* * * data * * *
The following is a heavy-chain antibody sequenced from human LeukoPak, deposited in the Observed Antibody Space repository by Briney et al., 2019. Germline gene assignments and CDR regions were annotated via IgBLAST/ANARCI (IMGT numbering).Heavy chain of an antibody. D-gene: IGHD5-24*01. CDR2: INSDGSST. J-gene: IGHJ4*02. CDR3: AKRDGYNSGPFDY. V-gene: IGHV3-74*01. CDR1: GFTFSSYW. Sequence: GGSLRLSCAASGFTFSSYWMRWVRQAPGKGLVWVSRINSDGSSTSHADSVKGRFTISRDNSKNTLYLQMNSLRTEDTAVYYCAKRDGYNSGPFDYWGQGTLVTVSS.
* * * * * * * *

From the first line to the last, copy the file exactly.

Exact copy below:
The following is a heavy-chain antibody sequenced from human LeukoPak, deposited in the Observed Antibody Space repository by Briney et al., 2019. Germline gene assignments and CDR regions were annotated via IgBLAST/ANARCI (IMGT numbering).Heavy chain of an antibody. D-gene: IGHD5-24*01. CDR2: INSDGSST. J-gene: IGHJ4*02. CDR3: AKRDGYNSGPFDY. V-gene: IGHV3-74*01. CDR1: GFTFSSYW. Sequence: GGSLRLSCAASGFTFSSYWMRWVRQAPGKGLVWVSRINSDGSSTSHADSVKGRFTISRDNSKNTLYLQMNSLRTEDTAVYYCAKRDGYNSGPFDYWGQGTLVTVSS.